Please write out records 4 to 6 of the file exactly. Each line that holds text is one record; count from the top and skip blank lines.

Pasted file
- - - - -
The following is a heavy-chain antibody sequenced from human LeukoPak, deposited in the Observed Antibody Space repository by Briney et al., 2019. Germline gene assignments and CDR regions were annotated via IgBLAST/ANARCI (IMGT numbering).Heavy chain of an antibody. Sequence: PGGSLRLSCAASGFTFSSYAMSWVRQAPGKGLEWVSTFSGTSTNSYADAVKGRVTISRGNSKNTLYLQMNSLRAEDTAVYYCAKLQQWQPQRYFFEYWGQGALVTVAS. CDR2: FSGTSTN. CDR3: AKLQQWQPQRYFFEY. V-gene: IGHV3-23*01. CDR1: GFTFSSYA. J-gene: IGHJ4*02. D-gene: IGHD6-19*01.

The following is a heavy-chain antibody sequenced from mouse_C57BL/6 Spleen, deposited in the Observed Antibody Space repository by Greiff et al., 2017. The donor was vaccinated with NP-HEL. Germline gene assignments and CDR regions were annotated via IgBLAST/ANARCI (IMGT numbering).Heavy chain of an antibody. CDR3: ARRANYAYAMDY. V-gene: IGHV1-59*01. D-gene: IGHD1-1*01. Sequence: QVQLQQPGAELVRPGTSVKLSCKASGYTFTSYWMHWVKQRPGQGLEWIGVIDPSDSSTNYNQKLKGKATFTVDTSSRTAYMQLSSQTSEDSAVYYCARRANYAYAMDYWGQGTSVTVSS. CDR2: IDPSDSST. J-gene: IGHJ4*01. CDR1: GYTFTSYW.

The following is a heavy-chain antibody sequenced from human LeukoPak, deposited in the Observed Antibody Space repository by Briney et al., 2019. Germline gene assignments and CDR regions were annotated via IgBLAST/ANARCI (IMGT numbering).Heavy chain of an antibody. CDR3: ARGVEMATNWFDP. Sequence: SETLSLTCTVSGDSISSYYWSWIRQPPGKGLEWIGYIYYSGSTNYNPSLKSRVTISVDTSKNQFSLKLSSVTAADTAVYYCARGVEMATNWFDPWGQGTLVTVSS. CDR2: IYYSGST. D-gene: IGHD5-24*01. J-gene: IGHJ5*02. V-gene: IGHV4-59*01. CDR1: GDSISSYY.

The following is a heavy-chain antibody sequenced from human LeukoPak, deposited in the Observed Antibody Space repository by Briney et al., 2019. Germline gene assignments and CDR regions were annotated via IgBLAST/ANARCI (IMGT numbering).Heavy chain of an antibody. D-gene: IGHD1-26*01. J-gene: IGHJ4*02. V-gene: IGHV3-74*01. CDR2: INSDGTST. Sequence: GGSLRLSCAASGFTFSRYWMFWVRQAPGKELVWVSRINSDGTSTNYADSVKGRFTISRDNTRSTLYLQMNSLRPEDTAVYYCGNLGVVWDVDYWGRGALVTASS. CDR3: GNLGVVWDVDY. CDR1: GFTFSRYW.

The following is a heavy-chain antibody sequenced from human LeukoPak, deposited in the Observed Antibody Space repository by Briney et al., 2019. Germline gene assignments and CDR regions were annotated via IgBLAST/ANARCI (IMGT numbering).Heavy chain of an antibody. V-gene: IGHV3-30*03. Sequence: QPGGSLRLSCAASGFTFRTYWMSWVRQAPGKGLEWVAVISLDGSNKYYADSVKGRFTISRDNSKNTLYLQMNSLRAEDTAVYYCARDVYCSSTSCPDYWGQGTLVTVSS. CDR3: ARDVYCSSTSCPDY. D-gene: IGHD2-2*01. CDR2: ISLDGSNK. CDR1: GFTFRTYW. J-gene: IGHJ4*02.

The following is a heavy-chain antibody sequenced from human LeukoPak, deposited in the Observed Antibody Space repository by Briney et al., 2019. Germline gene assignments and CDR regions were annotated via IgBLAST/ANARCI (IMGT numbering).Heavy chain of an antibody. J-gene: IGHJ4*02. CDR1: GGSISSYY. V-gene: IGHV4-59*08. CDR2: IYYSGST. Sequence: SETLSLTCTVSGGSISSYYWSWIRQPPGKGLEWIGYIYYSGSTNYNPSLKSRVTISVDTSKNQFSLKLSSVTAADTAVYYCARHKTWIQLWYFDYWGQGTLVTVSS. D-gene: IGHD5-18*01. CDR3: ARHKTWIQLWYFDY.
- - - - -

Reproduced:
The following is a heavy-chain antibody sequenced from human LeukoPak, deposited in the Observed Antibody Space repository by Briney et al., 2019. Germline gene assignments and CDR regions were annotated via IgBLAST/ANARCI (IMGT numbering).Heavy chain of an antibody. D-gene: IGHD1-26*01. J-gene: IGHJ4*02. V-gene: IGHV3-74*01. CDR2: INSDGTST. Sequence: GGSLRLSCAASGFTFSRYWMFWVRQAPGKELVWVSRINSDGTSTNYADSVKGRFTISRDNTRSTLYLQMNSLRPEDTAVYYCGNLGVVWDVDYWGRGALVTASS. CDR3: GNLGVVWDVDY. CDR1: GFTFSRYW.

The following is a heavy-chain antibody sequenced from human LeukoPak, deposited in the Observed Antibody Space repository by Briney et al., 2019. Germline gene assignments and CDR regions were annotated via IgBLAST/ANARCI (IMGT numbering).Heavy chain of an antibody. V-gene: IGHV3-30*03. Sequence: QPGGSLRLSCAASGFTFRTYWMSWVRQAPGKGLEWVAVISLDGSNKYYADSVKGRFTISRDNSKNTLYLQMNSLRAEDTAVYYCARDVYCSSTSCPDYWGQGTLVTVSS. CDR3: ARDVYCSSTSCPDY. D-gene: IGHD2-2*01. CDR2: ISLDGSNK. CDR1: GFTFRTYW. J-gene: IGHJ4*02.

The following is a heavy-chain antibody sequenced from human LeukoPak, deposited in the Observed Antibody Space repository by Briney et al., 2019. Germline gene assignments and CDR regions were annotated via IgBLAST/ANARCI (IMGT numbering).Heavy chain of an antibody. J-gene: IGHJ4*02. CDR1: GGSISSYY. V-gene: IGHV4-59*08. CDR2: IYYSGST. Sequence: SETLSLTCTVSGGSISSYYWSWIRQPPGKGLEWIGYIYYSGSTNYNPSLKSRVTISVDTSKNQFSLKLSSVTAADTAVYYCARHKTWIQLWYFDYWGQGTLVTVSS. D-gene: IGHD5-18*01. CDR3: ARHKTWIQLWYFDY.